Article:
New Jersey State Police Museum
West Trenton, New Jersey
Time and again, drivers on New Jersey's Turnpike or Parkway have witnessed the shimmering vision of a State Police cruiser in their rear view mirrors. Few things in life match the rush of watching that cruiser whoosh by and pull over some other vehicle doing 80 mph.
Though they may slow our trajectory from the Monument to the Mexican Lindbergh (Exit 4, NJ Turnpike) to the World's Tallest Watersphere (Exit 141, Garden State Parkway), they are more than just skilled speed-trappers. New Jersey State Troopers keep the peace throughout the state. Their full story is told at the New Jersey State Police Museum, nestled within State Police Headquarters in West Trenton.
The museum is free, but a high security perimeter must first be breached. As we ease past the entrance guard station, a sentry barks "WHOAH!! This is a state police facility -- you don't just drive! You sign in." Our blood thaws, and we are given detailed verbal instructions on where to park and where to walk. "Stay on this side of the log cabin, clearly visible. Don't try to walk anywhere else."
The museum is an oddly mismatched set of buildings: a modern brick edifice, and a large log cabin -- kind of a fraternal lodge -- connected by a large windowed corridor with a portrait tribute to troopers killed in the line of duty. The log cabin contains a few vintage vehicles, a motorcycle, and a modern prowler.
The main museum space is airy, exhibits artfully designed and lit -- slicker than most crime and punishment efforts (such as the late Joe Baranyi's sordid collection at the NJ Dept. of Corrections, or even Ft. Leonard Wood, MO's taxpayer-funded National Military Police Museum). Everything is behind glass...
There's a display of confiscated weapons: several dozen handguns and rifles, lovingly arranged, including a tripod-mounted 20mm antitank gun. Items are given historical context: old breathalyzers, radar detectors and radios have been the reliable tools of enforcement since the State Police was formed in 1921. A fascinating tidbit of State Police history: their administration of a tattooing program for thousands of chickens. To curb theft of the birds in the desperate 1930's, the Poultry Tattoo Registry program was created. Today chickens are only tattooed to rebel against their parents.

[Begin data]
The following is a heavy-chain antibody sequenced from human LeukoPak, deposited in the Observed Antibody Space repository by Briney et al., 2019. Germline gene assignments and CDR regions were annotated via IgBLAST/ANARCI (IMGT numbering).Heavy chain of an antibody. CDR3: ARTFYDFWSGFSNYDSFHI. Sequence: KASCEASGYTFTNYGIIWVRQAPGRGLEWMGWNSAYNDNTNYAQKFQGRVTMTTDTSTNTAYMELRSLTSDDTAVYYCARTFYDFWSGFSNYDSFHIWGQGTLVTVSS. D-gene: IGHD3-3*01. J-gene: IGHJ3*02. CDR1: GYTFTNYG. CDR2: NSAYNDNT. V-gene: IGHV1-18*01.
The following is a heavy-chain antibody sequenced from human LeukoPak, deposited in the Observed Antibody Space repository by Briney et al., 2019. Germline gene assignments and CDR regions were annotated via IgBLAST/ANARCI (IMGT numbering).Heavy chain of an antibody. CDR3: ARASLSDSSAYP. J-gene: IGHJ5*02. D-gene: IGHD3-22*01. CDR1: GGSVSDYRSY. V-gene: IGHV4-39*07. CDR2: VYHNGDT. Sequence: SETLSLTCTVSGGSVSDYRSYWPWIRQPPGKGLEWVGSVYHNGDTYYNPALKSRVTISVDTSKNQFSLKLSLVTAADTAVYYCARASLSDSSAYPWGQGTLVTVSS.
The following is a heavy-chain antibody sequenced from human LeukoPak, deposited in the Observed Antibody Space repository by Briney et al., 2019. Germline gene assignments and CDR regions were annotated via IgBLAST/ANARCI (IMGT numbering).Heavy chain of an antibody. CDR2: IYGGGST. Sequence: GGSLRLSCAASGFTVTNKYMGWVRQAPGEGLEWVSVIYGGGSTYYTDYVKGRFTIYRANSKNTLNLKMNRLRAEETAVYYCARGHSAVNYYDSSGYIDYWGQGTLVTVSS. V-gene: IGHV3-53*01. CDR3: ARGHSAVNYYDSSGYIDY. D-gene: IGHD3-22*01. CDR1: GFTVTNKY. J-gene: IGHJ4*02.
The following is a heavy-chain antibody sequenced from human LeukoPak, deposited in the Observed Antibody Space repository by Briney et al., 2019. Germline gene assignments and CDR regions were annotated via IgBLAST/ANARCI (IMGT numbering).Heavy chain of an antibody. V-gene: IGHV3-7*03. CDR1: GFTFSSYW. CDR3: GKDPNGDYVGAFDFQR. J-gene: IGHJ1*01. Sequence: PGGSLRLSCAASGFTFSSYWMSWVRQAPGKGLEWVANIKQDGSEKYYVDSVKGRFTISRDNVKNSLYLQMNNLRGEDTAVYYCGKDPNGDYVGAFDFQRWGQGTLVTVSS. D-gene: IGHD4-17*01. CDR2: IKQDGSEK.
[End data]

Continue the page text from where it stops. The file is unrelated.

At the scene of the crime
The typical Jersey kitchen is displayed -- blood is pooled on the floor next to the tape outline of a murder victim. Mob hit? Not so fast... Look at the various clues around the room. A video walks you through the mystery, with hints of motive and the murderer's identity. Part of the Crime Scene Identification unit, surveillance equipment is displayed, and fingerprints can be examined under microscopes.
The biggest case in the history of the NJ State Police was the apprehension of the Lindbergh baby kidnapper, Bruno Hauptmann. Giant Baby Blocks spell out "LINDBERGH" over an artifact assemblage that includes: the ransom note, the rickety wooden kidnap ladder, an attic floorboard, a trial footage video and other bits of capital crime ephemera. The baby's sleeping suit of death, mailed by the kidnapper to establish his credibility, is a prime exhibit. Most grisly: A row of evidence vials containing hair and bone fragments from the woods where the baby was found.
New Jersey's electric chair, "Old Smokey," is on display. The chair that ended Bruno Hauptmann's life (along with 159 other convicted murderers) found a new home here in 1998 after many years in the NJ Dept. of Corrections' defunct Capital Punishment Museum.